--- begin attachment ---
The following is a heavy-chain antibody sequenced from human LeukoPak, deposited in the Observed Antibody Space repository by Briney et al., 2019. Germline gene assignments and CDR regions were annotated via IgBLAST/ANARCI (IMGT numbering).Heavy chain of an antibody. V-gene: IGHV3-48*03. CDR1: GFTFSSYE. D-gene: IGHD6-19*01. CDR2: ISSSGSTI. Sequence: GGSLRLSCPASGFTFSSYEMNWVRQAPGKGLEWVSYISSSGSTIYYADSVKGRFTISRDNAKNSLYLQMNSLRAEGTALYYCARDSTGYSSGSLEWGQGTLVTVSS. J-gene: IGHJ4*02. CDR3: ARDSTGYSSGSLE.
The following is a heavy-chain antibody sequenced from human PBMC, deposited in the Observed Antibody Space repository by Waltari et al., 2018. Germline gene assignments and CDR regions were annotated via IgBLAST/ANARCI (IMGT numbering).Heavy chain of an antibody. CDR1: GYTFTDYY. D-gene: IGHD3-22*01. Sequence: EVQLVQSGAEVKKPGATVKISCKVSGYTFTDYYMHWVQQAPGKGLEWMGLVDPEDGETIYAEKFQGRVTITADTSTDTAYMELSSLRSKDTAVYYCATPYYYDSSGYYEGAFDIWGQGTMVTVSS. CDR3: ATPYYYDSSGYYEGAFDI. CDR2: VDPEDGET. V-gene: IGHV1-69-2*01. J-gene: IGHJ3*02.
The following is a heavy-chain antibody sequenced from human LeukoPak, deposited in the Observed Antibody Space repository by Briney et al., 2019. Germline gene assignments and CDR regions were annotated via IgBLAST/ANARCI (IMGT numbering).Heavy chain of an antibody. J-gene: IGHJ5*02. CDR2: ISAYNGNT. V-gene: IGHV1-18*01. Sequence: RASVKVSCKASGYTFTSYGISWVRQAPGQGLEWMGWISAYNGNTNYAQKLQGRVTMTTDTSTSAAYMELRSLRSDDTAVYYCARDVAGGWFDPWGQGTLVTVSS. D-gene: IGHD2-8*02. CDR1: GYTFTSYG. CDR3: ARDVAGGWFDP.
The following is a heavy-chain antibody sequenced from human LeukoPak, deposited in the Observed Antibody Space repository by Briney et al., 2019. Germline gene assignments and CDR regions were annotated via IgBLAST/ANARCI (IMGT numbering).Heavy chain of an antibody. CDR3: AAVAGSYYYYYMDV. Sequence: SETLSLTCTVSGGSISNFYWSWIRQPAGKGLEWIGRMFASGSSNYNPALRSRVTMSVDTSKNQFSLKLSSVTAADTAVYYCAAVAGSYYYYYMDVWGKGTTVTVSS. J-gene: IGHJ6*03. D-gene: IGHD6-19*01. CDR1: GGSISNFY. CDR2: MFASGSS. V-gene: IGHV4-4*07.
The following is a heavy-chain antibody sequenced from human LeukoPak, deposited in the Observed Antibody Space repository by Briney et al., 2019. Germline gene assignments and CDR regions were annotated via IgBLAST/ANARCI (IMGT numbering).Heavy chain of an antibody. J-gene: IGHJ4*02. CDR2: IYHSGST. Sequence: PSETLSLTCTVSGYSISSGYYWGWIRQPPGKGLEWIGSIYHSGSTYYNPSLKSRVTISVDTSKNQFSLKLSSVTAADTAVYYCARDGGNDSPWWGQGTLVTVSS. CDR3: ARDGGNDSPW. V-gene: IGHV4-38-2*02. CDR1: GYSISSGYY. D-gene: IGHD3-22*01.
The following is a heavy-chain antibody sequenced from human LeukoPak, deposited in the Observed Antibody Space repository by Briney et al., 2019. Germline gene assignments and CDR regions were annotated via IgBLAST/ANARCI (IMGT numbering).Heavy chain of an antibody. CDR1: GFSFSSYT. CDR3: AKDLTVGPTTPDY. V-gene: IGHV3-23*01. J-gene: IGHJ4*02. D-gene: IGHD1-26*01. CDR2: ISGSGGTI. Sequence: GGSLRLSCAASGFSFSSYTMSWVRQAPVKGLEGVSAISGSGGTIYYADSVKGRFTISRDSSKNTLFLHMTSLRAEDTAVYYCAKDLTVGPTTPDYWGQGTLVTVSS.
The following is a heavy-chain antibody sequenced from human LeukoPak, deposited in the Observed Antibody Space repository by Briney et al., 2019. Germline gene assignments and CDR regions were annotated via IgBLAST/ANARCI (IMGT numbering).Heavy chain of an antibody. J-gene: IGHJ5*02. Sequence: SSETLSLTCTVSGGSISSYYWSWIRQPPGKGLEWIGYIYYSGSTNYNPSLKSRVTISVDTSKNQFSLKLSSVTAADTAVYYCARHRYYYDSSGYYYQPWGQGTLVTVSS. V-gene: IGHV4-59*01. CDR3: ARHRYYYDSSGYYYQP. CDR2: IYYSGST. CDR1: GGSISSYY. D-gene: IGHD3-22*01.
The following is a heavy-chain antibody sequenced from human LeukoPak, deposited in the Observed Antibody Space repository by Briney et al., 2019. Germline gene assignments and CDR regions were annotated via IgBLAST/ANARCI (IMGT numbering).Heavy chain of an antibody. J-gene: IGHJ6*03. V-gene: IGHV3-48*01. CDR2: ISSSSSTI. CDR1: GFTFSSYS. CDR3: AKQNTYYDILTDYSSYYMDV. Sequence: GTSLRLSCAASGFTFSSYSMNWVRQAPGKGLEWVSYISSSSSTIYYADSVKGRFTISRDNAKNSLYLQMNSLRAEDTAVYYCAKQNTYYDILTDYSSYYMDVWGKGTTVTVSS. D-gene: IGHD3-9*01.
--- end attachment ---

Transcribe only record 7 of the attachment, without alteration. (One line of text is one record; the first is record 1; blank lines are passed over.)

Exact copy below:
The following is a heavy-chain antibody sequenced from human LeukoPak, deposited in the Observed Antibody Space repository by Briney et al., 2019. Germline gene assignments and CDR regions were annotated via IgBLAST/ANARCI (IMGT numbering).Heavy chain of an antibody. J-gene: IGHJ5*02. Sequence: SSETLSLTCTVSGGSISSYYWSWIRQPPGKGLEWIGYIYYSGSTNYNPSLKSRVTISVDTSKNQFSLKLSSVTAADTAVYYCARHRYYYDSSGYYYQPWGQGTLVTVSS. V-gene: IGHV4-59*01. CDR3: ARHRYYYDSSGYYYQP. CDR2: IYYSGST. CDR1: GGSISSYY. D-gene: IGHD3-22*01.